The registration fee is normally paid by the purchaser’s (or borrower’s) solicitor, on their behalf.

Legal Fees

When purchasing or re-mortgaging a property you cannot avoid legal fees - but you may be able to reduce them under certain circumstances. Legal fees will normally be higher for a property purchase than for a re-mortgage.

Legal Fees – Property Purchase

Your solicitor or licensed conveyancer will charge you for administrative work carried out and will also arrange for payments to third parties, in order to facilitate the purchase of the property. Some or all of the following could be included:

Legal Fees – Re-mortgaging

From a legal standpoint, re-mortgaging should be a much simpler process than purchasing a property. Your solicitor’s costs should be considerably lower, as less administration is required than for a property purchase. However, the following items need to be covered:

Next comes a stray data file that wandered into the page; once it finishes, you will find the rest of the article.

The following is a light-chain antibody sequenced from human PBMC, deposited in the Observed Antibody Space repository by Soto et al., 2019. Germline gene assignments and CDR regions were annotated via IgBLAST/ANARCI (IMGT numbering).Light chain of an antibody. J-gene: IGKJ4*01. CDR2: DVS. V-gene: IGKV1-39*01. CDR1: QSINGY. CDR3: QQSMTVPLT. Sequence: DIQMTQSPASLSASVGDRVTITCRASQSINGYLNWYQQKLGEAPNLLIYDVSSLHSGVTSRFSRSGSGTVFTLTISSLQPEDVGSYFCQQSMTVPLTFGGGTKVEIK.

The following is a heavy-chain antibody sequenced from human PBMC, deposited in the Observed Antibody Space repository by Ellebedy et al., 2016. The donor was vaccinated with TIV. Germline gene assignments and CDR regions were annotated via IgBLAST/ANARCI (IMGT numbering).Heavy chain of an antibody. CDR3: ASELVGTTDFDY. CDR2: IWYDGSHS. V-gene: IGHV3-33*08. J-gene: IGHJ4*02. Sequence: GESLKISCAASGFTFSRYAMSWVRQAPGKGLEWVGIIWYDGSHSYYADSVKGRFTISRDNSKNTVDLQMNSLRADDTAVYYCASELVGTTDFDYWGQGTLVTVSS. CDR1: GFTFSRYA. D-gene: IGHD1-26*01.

How to Reduce Legal Costs

Much of the legal work that has to be undertaken during a property purchase is at the behest of the mortgage lender, in order to safeguard their interests. Therefore, it makes sense for the same solicitor to act for both the purchaser and the mortgage provider. Otherwise the purchaser will have to pay for the same work to be carried out by both their own solicitor and the mortgage lender’s solicitor, leading to a duplication of effort and unnecessary additional costs for the purchaser. Under normal circumstances, having the same solicitor acting for the purchaser and for the financial institution should not be difficult to arrange.

When re-mortgaging, the same principle holds true. However, because the re-mortgage market is very competitive, lenders will often include the cost of legal fees as a part of the package offered to encourage borrowers to choose their re-mortgage proposal.